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Energy and Environment Monitor

Sierra Club Expands War on Gas in Challenge to Air Permit for Gas Plant: Claims Emissions from Gas Supply Pipeline and Associated Compression Should be Included in Analyses

August 23, 2016

By: Robert G. McLusky

The Sierra Club and its acolytes have openly derided those who advocate using gas as a “bridge fuel.” Now, the group seeks to slow the construction of both a new gas-fired power plant in Virginia and the Atlantic Coast Pipeline slated to provide fuel to the Plant.  The Appalachian Mountain Advocates (“Appalmad”), who serve frequently as counsel to the Sierra Club, have bragged openly that “we’ve been highly effective … at the forefront of the fight against coal for 15 years”—“the natural gas industry is next.”  They have been quoted as saying that the construction of gas-fired power plants and pipelines is unnecessary and should be opposed because it delays and reduces spending on renewable energy sources.

The Sierra Club and Appalmad have now teamed up to challenge a new air permit issued in Virginia. After claiming that their earlier efforts caused the permit agency to impose conditions limiting emissions from the plant (“Groups Force Stronger Pollution Protections on Dominion’s Proposed Fracked-Gas Plant”), they have challenged the permit they claim to have influenced.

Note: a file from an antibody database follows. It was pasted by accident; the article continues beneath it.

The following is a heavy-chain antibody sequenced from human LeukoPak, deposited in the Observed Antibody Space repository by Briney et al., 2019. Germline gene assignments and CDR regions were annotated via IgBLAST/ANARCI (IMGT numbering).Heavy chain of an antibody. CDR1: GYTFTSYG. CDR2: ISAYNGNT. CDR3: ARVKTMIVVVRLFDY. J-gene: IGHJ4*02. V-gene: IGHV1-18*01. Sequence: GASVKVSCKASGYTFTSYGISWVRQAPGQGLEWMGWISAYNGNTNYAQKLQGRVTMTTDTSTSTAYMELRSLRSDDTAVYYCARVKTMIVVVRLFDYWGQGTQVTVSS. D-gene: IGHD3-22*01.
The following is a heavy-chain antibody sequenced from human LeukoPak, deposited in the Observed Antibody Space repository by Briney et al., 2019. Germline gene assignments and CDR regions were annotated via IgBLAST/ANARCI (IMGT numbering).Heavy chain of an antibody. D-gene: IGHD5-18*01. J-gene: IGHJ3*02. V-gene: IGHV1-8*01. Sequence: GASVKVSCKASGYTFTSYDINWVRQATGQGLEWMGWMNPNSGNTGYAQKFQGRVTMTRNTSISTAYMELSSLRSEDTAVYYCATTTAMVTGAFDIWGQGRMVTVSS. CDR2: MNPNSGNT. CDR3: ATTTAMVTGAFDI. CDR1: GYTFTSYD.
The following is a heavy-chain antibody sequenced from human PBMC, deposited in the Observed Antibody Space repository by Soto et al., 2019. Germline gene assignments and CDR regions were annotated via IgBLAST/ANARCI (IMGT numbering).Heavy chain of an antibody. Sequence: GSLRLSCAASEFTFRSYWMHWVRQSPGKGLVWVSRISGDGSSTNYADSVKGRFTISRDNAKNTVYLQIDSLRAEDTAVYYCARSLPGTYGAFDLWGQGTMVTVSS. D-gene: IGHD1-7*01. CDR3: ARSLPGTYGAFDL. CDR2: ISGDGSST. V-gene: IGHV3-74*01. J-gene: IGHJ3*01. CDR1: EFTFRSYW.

The Permit

In June, a subsidiary of Dominion Resources obtained an air permit from the Virginia Air Pollution Control Board for a new combined cycle natural gas-fired power plant (Greensville County Power Station). According to the Sierra Club, the permit application conceded that the Station was a “major stationary source” of the so-called criteria pollutants (NOx, particulates, VOCs, carbon monoxide, sulfuric acid mist and greenhouse gases).  Consistent with the Clean Air Act and the approved Virginia air program, those emissions were subjected to “new source review,” which triggered application of a program called the “Prevention of Significant Deterioration” (“PSD”).